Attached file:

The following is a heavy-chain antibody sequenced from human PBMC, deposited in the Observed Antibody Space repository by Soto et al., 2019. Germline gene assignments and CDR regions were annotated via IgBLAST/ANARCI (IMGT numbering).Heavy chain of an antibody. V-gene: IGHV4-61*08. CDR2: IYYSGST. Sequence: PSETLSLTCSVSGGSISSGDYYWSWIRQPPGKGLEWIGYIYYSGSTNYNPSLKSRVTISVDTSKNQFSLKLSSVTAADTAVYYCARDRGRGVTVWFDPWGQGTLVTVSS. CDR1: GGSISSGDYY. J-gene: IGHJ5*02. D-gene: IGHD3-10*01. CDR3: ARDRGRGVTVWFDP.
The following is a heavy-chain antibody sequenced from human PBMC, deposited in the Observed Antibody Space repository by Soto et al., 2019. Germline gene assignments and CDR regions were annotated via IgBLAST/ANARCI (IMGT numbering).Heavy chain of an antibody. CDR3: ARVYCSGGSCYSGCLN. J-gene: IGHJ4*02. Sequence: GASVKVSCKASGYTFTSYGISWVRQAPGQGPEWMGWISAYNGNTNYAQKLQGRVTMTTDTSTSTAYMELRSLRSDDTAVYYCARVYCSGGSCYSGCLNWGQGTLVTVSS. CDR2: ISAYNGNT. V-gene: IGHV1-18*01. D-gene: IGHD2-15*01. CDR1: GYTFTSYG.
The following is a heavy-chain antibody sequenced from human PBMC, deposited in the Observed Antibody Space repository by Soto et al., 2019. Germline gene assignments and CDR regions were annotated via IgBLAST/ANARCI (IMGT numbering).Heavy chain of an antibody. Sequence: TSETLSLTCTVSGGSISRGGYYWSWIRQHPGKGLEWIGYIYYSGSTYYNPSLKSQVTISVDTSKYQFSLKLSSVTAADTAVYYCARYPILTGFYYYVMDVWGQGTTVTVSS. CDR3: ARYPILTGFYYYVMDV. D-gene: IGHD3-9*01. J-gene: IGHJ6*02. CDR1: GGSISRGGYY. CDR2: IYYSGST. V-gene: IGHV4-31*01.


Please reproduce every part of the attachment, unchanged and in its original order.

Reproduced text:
The following is a heavy-chain antibody sequenced from human PBMC, deposited in the Observed Antibody Space repository by Soto et al., 2019. Germline gene assignments and CDR regions were annotated via IgBLAST/ANARCI (IMGT numbering).Heavy chain of an antibody. V-gene: IGHV4-61*08. CDR2: IYYSGST. Sequence: PSETLSLTCSVSGGSISSGDYYWSWIRQPPGKGLEWIGYIYYSGSTNYNPSLKSRVTISVDTSKNQFSLKLSSVTAADTAVYYCARDRGRGVTVWFDPWGQGTLVTVSS. CDR1: GGSISSGDYY. J-gene: IGHJ5*02. D-gene: IGHD3-10*01. CDR3: ARDRGRGVTVWFDP.
The following is a heavy-chain antibody sequenced from human PBMC, deposited in the Observed Antibody Space repository by Soto et al., 2019. Germline gene assignments and CDR regions were annotated via IgBLAST/ANARCI (IMGT numbering).Heavy chain of an antibody. CDR3: ARVYCSGGSCYSGCLN. J-gene: IGHJ4*02. Sequence: GASVKVSCKASGYTFTSYGISWVRQAPGQGPEWMGWISAYNGNTNYAQKLQGRVTMTTDTSTSTAYMELRSLRSDDTAVYYCARVYCSGGSCYSGCLNWGQGTLVTVSS. CDR2: ISAYNGNT. V-gene: IGHV1-18*01. D-gene: IGHD2-15*01. CDR1: GYTFTSYG.
The following is a heavy-chain antibody sequenced from human PBMC, deposited in the Observed Antibody Space repository by Soto et al., 2019. Germline gene assignments and CDR regions were annotated via IgBLAST/ANARCI (IMGT numbering).Heavy chain of an antibody. Sequence: TSETLSLTCTVSGGSISRGGYYWSWIRQHPGKGLEWIGYIYYSGSTYYNPSLKSQVTISVDTSKYQFSLKLSSVTAADTAVYYCARYPILTGFYYYVMDVWGQGTTVTVSS. CDR3: ARYPILTGFYYYVMDV. D-gene: IGHD3-9*01. J-gene: IGHJ6*02. CDR1: GGSISRGGYY. CDR2: IYYSGST. V-gene: IGHV4-31*01.